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Idle PIVCs a thing of the past at QEII

18 June 2021

While the I-DECIDED lanyard card is a familiar tool that comes part and parcel with delivery of care, the assessment and decision tool has made some beneficial changes to business as usual for patients at QEII Hospital.

Former ICU nurse and conjoint Senior Research Fellow with Griffith University, Dr Gillian Ray-Barruel, noted the regular need for peripheral intravenous catheters (PIVC) for hospital patients and wondered whether improved assessment and early detection could prevent some of the known complications.

The I-DECIDED tool was developed to address the high prevalence of idle PIVCs and common shortfalls with assessment and documentation.

“Up to 70 percent of acute care hospital patients need a PIVC during admission, however as many as two-thirds of these devices have painful complications or stop working before treatment is finished, requiring the insertion of a new device.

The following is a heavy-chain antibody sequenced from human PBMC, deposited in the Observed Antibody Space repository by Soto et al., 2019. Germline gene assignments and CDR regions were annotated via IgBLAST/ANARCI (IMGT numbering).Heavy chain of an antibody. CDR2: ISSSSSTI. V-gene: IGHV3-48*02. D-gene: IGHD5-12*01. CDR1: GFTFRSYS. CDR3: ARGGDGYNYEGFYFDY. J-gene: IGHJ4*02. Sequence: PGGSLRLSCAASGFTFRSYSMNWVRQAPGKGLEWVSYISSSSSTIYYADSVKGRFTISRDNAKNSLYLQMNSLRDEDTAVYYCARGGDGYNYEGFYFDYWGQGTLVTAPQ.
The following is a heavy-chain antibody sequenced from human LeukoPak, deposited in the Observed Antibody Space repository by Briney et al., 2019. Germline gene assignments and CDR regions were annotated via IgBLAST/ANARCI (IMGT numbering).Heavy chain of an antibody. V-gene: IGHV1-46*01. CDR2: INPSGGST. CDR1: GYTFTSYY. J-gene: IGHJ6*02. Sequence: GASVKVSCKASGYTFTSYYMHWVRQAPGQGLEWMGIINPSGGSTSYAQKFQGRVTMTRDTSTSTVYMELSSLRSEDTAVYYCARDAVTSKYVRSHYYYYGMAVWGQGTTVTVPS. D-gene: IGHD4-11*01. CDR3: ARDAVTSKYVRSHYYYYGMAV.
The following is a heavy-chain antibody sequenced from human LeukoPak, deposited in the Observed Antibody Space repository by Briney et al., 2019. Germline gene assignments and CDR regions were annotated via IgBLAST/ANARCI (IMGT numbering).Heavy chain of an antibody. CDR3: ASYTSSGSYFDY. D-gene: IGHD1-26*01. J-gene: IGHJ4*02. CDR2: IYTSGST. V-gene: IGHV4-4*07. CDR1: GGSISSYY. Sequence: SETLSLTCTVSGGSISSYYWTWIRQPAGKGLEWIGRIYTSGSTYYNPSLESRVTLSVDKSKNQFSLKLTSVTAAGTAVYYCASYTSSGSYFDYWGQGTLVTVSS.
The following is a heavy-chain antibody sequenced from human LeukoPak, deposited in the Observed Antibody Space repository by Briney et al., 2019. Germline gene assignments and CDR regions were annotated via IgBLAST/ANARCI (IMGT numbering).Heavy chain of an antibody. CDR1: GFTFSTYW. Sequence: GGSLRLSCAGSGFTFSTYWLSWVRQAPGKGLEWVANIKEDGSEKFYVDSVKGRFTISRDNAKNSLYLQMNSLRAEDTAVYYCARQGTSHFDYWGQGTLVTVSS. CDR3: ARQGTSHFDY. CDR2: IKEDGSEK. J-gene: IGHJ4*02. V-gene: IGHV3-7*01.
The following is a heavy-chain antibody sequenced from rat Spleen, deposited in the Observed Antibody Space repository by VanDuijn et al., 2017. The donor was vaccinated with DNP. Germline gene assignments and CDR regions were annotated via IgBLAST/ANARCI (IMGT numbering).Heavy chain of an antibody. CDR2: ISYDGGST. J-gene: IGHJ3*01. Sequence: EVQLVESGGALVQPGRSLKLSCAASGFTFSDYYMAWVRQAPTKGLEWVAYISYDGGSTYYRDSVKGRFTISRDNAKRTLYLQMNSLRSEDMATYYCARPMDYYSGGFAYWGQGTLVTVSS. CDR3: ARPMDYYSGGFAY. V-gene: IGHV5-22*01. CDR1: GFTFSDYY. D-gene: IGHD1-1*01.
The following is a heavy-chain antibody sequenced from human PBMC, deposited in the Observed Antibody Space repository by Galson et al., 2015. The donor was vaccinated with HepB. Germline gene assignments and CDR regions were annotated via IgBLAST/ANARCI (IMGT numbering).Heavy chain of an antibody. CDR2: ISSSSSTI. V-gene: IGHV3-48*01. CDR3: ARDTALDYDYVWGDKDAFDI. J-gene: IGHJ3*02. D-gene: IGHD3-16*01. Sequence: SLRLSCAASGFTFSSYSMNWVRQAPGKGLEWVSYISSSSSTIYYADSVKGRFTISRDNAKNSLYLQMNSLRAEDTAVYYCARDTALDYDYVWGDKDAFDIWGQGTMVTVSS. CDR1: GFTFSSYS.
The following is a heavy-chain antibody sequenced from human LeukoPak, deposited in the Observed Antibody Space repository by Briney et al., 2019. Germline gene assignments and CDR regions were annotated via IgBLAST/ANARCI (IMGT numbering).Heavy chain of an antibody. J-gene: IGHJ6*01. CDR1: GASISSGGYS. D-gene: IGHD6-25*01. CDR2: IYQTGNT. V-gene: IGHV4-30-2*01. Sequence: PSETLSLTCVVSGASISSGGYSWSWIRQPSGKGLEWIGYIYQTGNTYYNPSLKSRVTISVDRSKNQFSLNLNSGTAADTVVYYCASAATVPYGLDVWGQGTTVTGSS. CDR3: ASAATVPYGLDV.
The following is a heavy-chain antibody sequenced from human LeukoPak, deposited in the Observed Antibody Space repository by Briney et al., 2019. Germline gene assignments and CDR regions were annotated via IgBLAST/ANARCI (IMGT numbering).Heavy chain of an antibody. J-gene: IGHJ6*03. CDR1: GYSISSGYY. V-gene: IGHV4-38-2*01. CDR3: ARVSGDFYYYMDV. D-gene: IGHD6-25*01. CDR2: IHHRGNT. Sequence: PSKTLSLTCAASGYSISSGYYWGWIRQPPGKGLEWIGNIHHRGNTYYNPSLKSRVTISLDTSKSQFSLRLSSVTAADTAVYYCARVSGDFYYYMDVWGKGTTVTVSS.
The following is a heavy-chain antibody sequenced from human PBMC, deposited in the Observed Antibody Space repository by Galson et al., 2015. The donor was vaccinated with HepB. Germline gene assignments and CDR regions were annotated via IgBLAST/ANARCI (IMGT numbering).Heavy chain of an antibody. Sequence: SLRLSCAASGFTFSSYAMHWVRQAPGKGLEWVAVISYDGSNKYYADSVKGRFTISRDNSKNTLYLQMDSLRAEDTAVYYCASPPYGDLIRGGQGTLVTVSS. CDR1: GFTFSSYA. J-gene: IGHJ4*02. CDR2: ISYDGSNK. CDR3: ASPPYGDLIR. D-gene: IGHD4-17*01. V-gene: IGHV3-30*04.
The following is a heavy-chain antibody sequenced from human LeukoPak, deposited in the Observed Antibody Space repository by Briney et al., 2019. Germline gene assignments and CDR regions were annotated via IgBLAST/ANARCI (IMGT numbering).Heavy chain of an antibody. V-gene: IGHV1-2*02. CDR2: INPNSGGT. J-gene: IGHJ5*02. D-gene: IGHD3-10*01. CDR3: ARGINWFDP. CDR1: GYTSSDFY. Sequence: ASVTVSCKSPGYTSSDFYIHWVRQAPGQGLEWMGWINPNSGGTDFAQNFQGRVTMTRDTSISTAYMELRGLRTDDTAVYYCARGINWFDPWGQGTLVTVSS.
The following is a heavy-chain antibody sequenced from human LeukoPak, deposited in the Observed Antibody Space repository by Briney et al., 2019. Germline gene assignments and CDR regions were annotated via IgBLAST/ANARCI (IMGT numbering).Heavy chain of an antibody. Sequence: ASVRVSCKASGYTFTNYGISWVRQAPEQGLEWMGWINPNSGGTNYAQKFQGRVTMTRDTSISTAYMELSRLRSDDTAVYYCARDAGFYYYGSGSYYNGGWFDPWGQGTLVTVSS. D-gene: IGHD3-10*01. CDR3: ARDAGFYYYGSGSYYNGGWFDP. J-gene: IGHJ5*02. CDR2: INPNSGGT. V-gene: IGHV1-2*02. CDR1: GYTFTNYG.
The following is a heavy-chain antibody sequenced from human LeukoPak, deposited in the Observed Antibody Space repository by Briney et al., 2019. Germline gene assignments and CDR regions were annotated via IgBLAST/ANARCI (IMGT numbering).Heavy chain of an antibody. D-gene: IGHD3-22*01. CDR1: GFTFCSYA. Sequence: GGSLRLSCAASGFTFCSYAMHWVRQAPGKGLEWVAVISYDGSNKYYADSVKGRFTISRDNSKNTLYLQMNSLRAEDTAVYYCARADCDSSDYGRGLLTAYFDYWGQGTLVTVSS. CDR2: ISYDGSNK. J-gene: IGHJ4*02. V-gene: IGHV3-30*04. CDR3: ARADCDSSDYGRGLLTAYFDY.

“Equally concerning, clinical audits reveal 25-50 percent of PIVCs remain in situ for no reason, posing a bloodstream infection risk.

“Preliminary results of the I-DECIDED device assessment and decision tool trial in a hospital setting has shown the tool can reduce the rate of idle PIVCs and improve early detection of complications,” said Gillian.

It is the first comprehensive, evidence-based point-of-care tool for PIVC assessment and decision making.

“We conducted an interrupted time-series study with 16 time-points over 11 months in seven medical/surgical wards at three Brisbane hospitals.

“A vascular device assessment form was implemented at the four-month mark, with education sessions including lanyard cards and posters provided for 200 nursing staff.

“At the conclusion of the trial, redundant cannula rates had reduced by 9 percent and nurses in every focus group reported increased awareness of the need to remove PIVCs no longer in use.”

Use of the I-DECIDED assessment and decision tool for all invasive devices is now considered accepted best practice at QEII Hospital.

The full results of the study are soon to be published.

To learn more about I-DECIDED, follow this link:

Last updated 18 June 2021
Last reviewed 18 June 2021

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